A young man rejects an offer to work at the Ponderosa because Hoss shot his father, but a rancher intent on making trouble for the Cartwrights blackmails him into taking the job.
Trivia: This was the first of Jan Michael-Vincent's two appearances in the series. He was a staple in 60's, 70's and 80's movies and televison, but is probably best remembered for his 1984 TV series Airwolf which co-starred Ernest Borgnine.
Air Date: May 26, 1968 Written by: John Hawkins, W. R. Burnett Directed by: Leon Benson
Guest Stars: David Canary (Candy Canaday), Michael Witney (Josh Farrell), Paul Mantee (Mike Farrell), Lynda Day George (Lisa Jackson), James Davidson (Dude O'Brien)
Joe and Candy sell a herd to the Farrell Brothers in Arizona, but are paid a worthless bank draft.
Trivia: This was Lynda Day's only appearance in the series. An American leading actress and television star, Lynda Day George first garnered attention when she appeared in the popular TV series Mission: Impossible (1966) as Lisa Casey, a role for which she received a Golden Globe nomination. She is now retired from acting.
Air Date: June 2, 1968 Written by: Ward Hawkins, Helen B. Hicks Directed by: William F. Claxton
Guest Stars: David Canary (Candy Canaday), Kevin Coughlin (Willy McNabb), Anne Helm (Abby Pettigrew), Morgan Woodward (Will McNabb), Steve Cory (Billy McNabb)
Joe reluctantly takes a job as a substitute teacher when his girlfriend is hurt and he must deal with two older students who have no use for an education.
Trivia: This was Morgan Woodward's sixth of eight appearances in the series. He holds the record for having done more guest starring roles on the series Gunsmoke (1955) (19) and Wagon Train (1957) (11) than any other actor.
Air Date: July 7, 1968 Written by: Michael Fessier Directed by: Lewis Allen
Guest Stars: David Canary (Candy Canaday), Susan Strasberg (Rosalita), J. Carrol Naish (Anselmo), Victor Sen Yung (Hop Sing)
An untalented gypsy girl tries to get the Cartwrights to finance her career as an opera singer.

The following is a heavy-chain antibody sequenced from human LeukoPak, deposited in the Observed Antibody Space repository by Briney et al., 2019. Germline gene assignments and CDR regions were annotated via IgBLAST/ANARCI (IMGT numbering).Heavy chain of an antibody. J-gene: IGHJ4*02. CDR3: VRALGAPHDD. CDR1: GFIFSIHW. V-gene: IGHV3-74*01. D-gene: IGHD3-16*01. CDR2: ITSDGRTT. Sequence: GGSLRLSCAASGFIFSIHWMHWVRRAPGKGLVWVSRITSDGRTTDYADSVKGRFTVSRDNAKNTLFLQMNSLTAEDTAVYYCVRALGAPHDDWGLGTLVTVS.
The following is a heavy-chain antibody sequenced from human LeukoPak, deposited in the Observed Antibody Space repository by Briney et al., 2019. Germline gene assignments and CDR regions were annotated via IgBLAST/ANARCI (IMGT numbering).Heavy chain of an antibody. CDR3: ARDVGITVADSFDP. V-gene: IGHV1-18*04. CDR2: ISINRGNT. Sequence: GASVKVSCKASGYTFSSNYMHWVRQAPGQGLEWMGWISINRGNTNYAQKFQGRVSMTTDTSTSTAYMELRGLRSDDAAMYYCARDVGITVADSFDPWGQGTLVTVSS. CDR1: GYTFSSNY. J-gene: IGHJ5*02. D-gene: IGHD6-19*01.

Trivia: This was Susan Strasberg's only appearance in the series. She was the daughter of the famed acting coach Lee Strasberg. She originated the role of Anne Frank in the original 1955 Broadway production of The Diary of Anne Frank and was nominated for a Best Dramatic Actress Tony Award for her performance.
Air Date: July 28, 1968 Written by: Alex Sharp Directed by: William F. Claxton
Guest Stars: Kathleen Crowley (Madamoiselle Denise), Walter Brooke (Fillmore), Mike Mazurki (Big Man), Victor Sen Yung (Hop Sing)
Hoss and Joe rival for the affections of visiting entertainer Mademoiselle Denise, though she is more concerned for her little dog, Andre, than anything else.
Trivia: Playing Madamoiselle Denise was Kathleen Crowley's third and last performance in the series. Kathleen Crowley represented her home state of New Jersey in the Miss America pageant in 1949, placed sixth and (with the scholarship money she won) enrolled at the American Academy of Dramatic Art in New York. She played the plum title roles in prestigious TV productions of A Star Is Born and Jane Eyre, caught the eye of Hollywood and became a 20th Century-Fox contractee in 1952. Freelancing after leaving the studio, she kept busy in feature films (mostly Westerns and horror/sci-fi titles).